1. Many Functions Are Still Too Complicated
    1. There are still many functions that are way too complex. I needed to install Displaylink drivers on Linux Mint and had to jump through a bunch of command line commands to get the driver package loaded. The average user is going to think “Why is the hell am I doing this to save $120?”. At the end of the day a Windows license is $120 – $150 and that’s a small price to pay for saving time which in my opinion is priceless. Every time I run Linux, I am constantly thinking about how much time I am wasting just to save a couple hundred dollars.


  1. Simple Things Just Don’t Work
    1. Although Linux technically supports and does many things Windows or Mac can do, it doesn’t do them well. After I loaded Linux Mint on my Dell XPS laptop and finally got the Displaylink drivers loaded, I plugged in my two external monitors to the Displaylink box. One monitor worked and the other didn’t. After messing with the box and cables for 10 minutes, I finally got both working. However, when I went into the display settings to rearrange the monitor order, everything crashed again. Something that would take 2 minutes on Windows took over 15 minutes and still didn’t work. Until Linux is as easy as Windows and Mac, it’s never going to make inroads into the desktop market.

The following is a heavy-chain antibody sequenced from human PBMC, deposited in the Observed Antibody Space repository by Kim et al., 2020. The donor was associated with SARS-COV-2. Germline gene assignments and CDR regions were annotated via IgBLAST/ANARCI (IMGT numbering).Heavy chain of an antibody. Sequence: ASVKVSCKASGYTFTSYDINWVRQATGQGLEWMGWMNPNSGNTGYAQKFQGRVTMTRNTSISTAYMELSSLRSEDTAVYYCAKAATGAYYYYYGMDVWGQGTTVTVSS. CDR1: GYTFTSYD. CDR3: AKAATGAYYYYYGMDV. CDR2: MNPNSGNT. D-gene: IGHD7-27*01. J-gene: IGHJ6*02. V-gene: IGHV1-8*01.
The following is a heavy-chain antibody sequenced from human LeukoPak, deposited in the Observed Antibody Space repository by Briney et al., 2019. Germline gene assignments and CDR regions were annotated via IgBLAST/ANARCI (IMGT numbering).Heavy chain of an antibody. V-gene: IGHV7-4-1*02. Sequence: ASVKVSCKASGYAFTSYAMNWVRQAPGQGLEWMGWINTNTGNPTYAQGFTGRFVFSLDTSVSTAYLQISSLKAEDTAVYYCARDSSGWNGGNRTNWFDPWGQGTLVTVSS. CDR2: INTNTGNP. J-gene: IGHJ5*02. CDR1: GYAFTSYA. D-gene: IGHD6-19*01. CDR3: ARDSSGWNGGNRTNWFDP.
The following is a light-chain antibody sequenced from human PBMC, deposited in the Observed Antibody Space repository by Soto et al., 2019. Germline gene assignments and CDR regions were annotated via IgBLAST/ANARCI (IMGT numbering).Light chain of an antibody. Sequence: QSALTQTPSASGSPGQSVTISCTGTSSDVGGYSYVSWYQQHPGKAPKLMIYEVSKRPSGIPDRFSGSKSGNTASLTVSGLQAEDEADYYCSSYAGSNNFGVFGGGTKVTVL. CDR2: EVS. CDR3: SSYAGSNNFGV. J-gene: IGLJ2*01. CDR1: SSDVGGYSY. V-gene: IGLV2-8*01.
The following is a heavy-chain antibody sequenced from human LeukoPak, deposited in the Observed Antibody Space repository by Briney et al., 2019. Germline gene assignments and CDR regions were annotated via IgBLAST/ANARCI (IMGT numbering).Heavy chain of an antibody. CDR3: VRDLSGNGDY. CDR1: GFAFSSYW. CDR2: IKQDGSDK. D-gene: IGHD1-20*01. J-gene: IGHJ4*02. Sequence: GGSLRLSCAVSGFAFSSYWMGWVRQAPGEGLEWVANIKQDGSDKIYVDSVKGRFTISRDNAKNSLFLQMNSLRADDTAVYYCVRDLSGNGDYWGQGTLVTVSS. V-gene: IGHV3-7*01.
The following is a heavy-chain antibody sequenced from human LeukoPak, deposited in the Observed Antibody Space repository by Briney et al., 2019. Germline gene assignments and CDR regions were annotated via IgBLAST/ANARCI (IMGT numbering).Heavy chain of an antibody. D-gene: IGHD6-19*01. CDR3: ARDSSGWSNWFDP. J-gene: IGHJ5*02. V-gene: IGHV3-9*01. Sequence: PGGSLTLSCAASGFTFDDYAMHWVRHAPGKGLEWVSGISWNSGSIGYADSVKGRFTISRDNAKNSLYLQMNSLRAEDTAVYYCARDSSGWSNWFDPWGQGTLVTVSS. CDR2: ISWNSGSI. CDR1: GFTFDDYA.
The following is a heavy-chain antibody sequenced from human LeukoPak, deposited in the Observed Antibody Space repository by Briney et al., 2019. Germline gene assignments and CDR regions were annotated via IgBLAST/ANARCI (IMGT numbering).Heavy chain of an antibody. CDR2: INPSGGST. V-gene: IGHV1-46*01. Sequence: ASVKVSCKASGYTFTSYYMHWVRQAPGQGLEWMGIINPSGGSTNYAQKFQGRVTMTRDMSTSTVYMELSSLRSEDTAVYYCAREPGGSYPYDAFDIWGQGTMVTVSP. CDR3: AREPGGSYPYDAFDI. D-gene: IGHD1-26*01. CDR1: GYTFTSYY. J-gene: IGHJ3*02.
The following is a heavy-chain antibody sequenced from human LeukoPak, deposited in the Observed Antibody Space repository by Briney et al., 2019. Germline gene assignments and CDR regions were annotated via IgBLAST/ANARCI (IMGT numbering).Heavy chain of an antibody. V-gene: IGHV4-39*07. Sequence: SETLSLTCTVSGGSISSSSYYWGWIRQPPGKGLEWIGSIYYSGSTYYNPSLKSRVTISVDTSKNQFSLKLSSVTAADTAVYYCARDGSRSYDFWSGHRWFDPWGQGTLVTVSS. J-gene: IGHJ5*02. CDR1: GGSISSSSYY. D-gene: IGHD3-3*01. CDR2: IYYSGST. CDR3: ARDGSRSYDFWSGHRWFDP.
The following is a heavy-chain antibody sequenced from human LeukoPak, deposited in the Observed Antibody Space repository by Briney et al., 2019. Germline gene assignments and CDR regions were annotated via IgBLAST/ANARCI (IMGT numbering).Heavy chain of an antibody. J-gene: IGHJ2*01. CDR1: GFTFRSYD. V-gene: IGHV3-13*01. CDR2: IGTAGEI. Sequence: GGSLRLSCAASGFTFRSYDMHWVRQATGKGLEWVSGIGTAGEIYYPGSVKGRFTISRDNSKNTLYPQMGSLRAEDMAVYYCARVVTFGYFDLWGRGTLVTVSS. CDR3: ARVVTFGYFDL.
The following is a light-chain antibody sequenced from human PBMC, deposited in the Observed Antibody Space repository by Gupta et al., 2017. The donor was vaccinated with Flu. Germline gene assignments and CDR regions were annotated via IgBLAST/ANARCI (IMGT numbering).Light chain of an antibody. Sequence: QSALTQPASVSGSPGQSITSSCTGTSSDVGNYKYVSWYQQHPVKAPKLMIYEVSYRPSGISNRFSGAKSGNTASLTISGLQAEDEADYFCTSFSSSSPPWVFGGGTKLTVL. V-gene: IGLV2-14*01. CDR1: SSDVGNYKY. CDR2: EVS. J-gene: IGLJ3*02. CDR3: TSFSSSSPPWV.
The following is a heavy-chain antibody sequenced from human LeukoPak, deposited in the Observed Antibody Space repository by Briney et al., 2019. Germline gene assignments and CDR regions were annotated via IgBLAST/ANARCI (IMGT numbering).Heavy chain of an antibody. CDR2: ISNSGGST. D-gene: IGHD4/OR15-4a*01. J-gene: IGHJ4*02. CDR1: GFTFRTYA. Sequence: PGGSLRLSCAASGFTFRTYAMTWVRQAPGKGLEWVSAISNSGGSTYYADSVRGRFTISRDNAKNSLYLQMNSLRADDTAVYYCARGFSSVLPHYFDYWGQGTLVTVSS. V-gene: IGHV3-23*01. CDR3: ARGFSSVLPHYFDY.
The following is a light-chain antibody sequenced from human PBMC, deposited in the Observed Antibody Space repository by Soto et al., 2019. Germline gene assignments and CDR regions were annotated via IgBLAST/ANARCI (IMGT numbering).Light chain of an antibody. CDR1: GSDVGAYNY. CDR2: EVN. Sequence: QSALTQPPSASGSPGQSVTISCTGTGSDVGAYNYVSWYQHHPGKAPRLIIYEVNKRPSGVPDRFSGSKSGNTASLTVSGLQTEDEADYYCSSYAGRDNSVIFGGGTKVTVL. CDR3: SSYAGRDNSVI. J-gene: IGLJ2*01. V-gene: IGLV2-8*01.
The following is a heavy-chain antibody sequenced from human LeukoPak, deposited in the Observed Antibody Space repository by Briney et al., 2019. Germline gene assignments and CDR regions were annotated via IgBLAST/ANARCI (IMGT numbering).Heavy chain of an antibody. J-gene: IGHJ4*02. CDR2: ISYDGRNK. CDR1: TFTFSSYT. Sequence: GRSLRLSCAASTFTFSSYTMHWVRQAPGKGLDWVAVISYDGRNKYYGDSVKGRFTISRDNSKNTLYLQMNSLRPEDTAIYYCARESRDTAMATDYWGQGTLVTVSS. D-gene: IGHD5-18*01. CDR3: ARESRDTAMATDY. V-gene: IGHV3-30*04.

1. Interoperability Sucks
    1. When you run Linux, you are going to have to share documents at some point. When I brought my Linux Mint laptop into work, I tried opening some PowerPoint files up in Libre Office Impress to edit. Well guess what? The PowerPoint files didn’t load right and I had to find a Windows box with PowerPoint to edit. After I finally got Thunderbird running on the Exchange Server, people were complaining to me that the appointments I was sending weren’t automatically adding reminders to the appointments. End result? People would miss my meetings. And there was no way to cancel meetings either!
    2. In another meeting, I had to open a spreadsheet with Libre Office and find an address. Well since it was a 6MB spreadsheet, it took over 3 minutes to find the address. There’s nothing better than being in a training room of people waiting for Libre Office to perform a simple search for over 3 minutes while people are getting upset.


  1. It’s a Huge Waist of Time